Structured Modeling with Hyperdag P Systems: Part A
Dinneen, Michael J.
|Abstract||P systems provide a computational model based on the structure and interaction
of living cells. A P system consists of a hierarchical nesting of cell-like
membranes, which can be visualized as a rooted tree.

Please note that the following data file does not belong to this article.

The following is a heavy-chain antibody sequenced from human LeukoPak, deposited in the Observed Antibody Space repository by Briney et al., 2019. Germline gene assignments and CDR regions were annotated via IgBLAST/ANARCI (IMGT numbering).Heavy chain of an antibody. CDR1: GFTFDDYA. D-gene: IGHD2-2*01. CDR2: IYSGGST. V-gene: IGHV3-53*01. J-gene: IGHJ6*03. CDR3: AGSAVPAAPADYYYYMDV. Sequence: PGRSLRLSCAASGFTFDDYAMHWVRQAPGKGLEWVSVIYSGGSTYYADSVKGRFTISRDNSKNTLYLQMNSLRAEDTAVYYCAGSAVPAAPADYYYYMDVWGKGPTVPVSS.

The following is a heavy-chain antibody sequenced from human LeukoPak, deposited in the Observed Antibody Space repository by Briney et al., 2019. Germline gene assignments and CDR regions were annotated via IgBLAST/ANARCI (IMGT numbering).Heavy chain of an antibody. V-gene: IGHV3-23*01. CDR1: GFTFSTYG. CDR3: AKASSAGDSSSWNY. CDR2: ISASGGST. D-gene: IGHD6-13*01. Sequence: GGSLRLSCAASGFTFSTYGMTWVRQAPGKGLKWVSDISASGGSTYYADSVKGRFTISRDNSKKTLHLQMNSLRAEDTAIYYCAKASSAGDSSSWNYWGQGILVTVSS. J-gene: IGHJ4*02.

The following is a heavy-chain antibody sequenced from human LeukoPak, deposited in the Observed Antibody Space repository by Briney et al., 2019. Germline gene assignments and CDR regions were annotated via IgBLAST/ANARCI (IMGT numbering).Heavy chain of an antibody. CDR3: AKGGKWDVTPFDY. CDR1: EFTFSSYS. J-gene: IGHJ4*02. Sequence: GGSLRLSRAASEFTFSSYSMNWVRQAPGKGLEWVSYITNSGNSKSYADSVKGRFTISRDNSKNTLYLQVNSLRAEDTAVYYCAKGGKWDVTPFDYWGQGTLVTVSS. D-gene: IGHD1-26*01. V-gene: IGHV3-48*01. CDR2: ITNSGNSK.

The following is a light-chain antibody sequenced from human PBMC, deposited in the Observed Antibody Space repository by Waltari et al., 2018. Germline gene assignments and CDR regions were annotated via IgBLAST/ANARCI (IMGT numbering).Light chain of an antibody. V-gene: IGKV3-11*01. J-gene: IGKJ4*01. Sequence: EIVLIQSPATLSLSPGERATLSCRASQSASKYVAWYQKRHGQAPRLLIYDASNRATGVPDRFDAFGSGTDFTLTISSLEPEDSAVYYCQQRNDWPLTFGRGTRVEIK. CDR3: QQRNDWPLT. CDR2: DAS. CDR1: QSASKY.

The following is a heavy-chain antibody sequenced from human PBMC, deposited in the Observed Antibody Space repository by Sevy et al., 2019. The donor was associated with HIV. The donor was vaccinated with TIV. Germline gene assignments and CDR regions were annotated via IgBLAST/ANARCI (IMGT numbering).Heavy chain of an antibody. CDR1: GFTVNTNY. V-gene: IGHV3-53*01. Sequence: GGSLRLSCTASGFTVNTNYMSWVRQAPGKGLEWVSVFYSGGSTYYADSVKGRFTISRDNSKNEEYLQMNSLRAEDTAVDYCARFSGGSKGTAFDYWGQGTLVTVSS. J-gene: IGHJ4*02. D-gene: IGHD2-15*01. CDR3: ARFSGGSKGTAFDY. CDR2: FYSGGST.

P systems provide a computational model based on the structure and interaction of living cells. A P system consists of a hierarchical nesting of cell-like membranes, which can be visualized as a rooted tree. Although the P systems are computationally complete, many real world models, e.g., from socio-economic systems, databases, operating systems, distributed systems, seem to require more expressive power than provided by tree structures. Many such systems have a primary tree-like structure completed with shared or secondary communication channels. Modeling these as tree-based systems, while theoretically possible, is not very appealing, because it typically needs artificial extensions that introduce additional complexities, nonexistent in the originals. In this paper we propose and define a new model that combines structure and flexibility, called hyperdag P systems, in short, hP systems, which extend the definition of conventional P systems, by allowing dags, interpreted as hypergraphs, instead of trees, as models for the membrane structure. We investigate the relation between our hP systems and neural P systems. Despite using an apparently less powerful structure, i.e., a dag instead of a general graph, we argue that hP systems have essentially the same computational power as tissue and neural P systems. We argue that hP systems offer a structured approach to membrane-based modeling that is often closer to the behavior and underlying structure of the modeled objects. Additionally, we enable dynamical changes of the rewriting modes (e.g., to alternate between determinism and parallelism) and of the transfer modes (e.g., the switch between unicast or broadcast). In contrast, classical P systems, both tree and graph based P systems, seem to focus on a statical approach. We support our view with a simple but realistic example, inspired from computer networking, modeled as a hP system with a shared communication line (broadcast channel). In Part B of this paper we will explore this model further and support it with a more extensive set of examples.